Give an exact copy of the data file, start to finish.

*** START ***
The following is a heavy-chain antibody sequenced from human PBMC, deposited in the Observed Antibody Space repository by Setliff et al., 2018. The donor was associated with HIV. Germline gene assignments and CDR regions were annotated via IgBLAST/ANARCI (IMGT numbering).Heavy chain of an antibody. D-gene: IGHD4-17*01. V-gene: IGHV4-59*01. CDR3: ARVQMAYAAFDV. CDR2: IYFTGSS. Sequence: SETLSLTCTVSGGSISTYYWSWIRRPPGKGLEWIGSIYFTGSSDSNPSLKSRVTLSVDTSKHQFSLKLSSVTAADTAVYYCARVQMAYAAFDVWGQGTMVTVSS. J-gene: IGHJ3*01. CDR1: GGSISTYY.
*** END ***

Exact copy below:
The following is a heavy-chain antibody sequenced from human PBMC, deposited in the Observed Antibody Space repository by Setliff et al., 2018. The donor was associated with HIV. Germline gene assignments and CDR regions were annotated via IgBLAST/ANARCI (IMGT numbering).Heavy chain of an antibody. D-gene: IGHD4-17*01. V-gene: IGHV4-59*01. CDR3: ARVQMAYAAFDV. CDR2: IYFTGSS. Sequence: SETLSLTCTVSGGSISTYYWSWIRRPPGKGLEWIGSIYFTGSSDSNPSLKSRVTLSVDTSKHQFSLKLSSVTAADTAVYYCARVQMAYAAFDVWGQGTMVTVSS. J-gene: IGHJ3*01. CDR1: GGSISTYY.